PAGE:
The latest on the sports world reacting to President Donald Trump’s remarks about pro football.
4:00 p.m. – The Tennessee Titans are joining the Seattle Seahawks in deciding not to come out for the national anthem.
The Seahawks announced nearly 30 minutes before kickoff that they would not stand for the national anthem because they “will not stand for the injustice that has plagued people of color in this country.”
The Titans followed 10 minutes later by saying they will remain in the locker room during the national anthem. They posted a statement on their website noting they want to be unified as a team with the players deciding jointly that staying inside was the best course of action.
The team also said their commitment to the military and community is “resolute” and that “the absence of our team for the national anthem shouldn’t be misconstrued as unpatriotic.”
Seattle has been one of the more outspoken teams in professional sports on social issues, led by Michael Bennett, Richard Sherman and Doug Baldwin.
1:00 p.m. – NFL commissioner Roger Goodell said in a tweet that the league will re-air a unity television advertisement Sunday night that it first ran during February’s Super Bowl.
The one-minute spot called “Inside These Lines,” will be shown during the Sunday night game between the Oakland Raiders and Washington Redskins.
Over images and video of NFL players embracing one another on the field, the narrator says “Inside these lines, we don’t have to come from the same place to help each other reach the same destination.”
Goodell said that President’s Trump’s remarks about the NFL demonstrated “an unfortunate lack of respect for the NFL.”
12:49 p.m. – Former NFL Commissioner Paul Tagilabue called President Donald Trump’s comments on NFL players “insulting and disgraceful.”
Tagliabue, who was in Charlotte, North Carolina, as a guest of Panthers owner Jerry Richardson, spoke to the media before Carolina’s game against the New Orleans Saints.
“For me to single out any particular group of players and call them SOB’s, to me, that is insulting and disgraceful,” Tagliabue said. “So I think the players deserve credit for what they do. And when it comes to speech they are entitled to speak. And we are entitled to listen. We are entitled to agree or disagree. But we’re not entitled to shut anybody’s speech down. Sometimes you don’t like what you hear and that is true in life in lots of contexts, but you can’t shut people down and be disgraceful when you are doing it.”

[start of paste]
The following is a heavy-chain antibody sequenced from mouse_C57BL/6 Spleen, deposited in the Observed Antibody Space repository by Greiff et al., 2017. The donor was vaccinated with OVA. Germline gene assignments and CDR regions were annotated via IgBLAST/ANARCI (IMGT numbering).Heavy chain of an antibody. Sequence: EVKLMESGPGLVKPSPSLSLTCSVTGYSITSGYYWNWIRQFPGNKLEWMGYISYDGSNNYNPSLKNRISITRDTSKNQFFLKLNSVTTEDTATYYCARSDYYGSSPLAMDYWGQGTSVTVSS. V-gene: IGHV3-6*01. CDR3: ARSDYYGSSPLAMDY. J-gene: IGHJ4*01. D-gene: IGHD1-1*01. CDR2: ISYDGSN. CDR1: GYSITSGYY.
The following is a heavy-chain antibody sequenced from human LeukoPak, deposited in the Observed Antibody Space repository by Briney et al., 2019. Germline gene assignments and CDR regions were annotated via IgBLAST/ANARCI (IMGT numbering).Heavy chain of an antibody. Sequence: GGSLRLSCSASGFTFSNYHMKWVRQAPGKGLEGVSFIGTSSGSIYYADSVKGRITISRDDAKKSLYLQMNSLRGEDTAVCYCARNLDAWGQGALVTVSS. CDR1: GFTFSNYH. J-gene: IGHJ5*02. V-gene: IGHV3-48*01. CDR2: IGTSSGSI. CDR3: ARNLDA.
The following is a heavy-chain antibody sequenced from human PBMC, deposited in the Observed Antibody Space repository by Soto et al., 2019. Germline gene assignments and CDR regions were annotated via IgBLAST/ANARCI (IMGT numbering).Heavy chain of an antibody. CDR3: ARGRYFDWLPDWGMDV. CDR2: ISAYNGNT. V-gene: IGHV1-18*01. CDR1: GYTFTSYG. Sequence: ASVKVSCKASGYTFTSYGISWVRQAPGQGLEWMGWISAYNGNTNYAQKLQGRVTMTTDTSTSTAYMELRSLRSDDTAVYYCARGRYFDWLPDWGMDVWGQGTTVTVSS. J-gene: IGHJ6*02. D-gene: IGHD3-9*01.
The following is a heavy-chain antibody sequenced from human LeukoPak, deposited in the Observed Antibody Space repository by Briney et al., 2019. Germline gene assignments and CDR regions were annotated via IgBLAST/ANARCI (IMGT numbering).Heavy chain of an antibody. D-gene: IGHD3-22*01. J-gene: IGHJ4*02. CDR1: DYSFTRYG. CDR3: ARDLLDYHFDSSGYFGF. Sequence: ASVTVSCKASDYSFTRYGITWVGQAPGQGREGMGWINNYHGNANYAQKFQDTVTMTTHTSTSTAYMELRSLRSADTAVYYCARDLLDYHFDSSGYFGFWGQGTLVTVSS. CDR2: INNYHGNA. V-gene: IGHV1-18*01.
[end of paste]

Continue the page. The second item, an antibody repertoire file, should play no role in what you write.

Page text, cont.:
Richardson is not making a statement on the Trump’s remarks, per team spokesman Steven Drummond.
12:12 p.m. – The Pittsburgh Steelers have decided to stay in their locker room for the national anthem before their game against the Chicago Bears, coach Mike Tomlin has told CBS.
The move was apparently in reaction to President Donald Trump’s suggestion that NFL owners fire players who kneel for the national anthem.
Several players from the Jaguars and Ravens decided to kneel in the first NFL game of the day in London. Then Tomlin said his players would not be on the sideline at Soldier Field in Chicago for the anthem.
11:45 a.m. – A handful of Miami Dolphins players are wearing black T-shirts supporting free agent quarterback Colin Kaepernick during pregame warm-ups.
The shirts have “#IMWITHKAP” written in bold white lettering on the front.
Kaepernick was the first athlete to refuse to stand during the national anthem as a protest. This season, no team has signed him, and some supporters believe NFL owners are avoiding him because of the controversy.
Among the players sporting the shirts before their game against the New York Jets are wide receiver Kenny Stills, running back Jay Ajayi and offensive linemen Laremy Tunsil and Ja’Wuan James. Stills, also a team captain, posted a photo on Twitter of himself wearing the shirt, along with the post: “In case you didn’t know!”
11:35 a.m. – Jacksonville Jaguars owner Shad Khan calls it a privilege to stand arm-in-arm with players during the national anthem in London.
Khan stood between tight end Marcedes Lewis and linebacker Telvin Smith at Wembley Stadium and then released a statement to express his support for players. Coaches and other team personnel from both teams did the same before the game against the Ravens.
About two dozen players on both teams kneeled, something President Donald Trump has said owners should fire players for.
“It was a privilege to stand on the sidelines with the Jacksonville Jaguars today for the playing of the U.S. national anthem at Wembley Stadium,” Khan said. “I met with our team captains prior to the game to express my support for them, all NFL players and the league following the divisive and contentious remarks made by President Trump, and was honored to be arm in arm with them, their teammates and our coaches during our anthem.”
Material from the Associated Press was used in this post.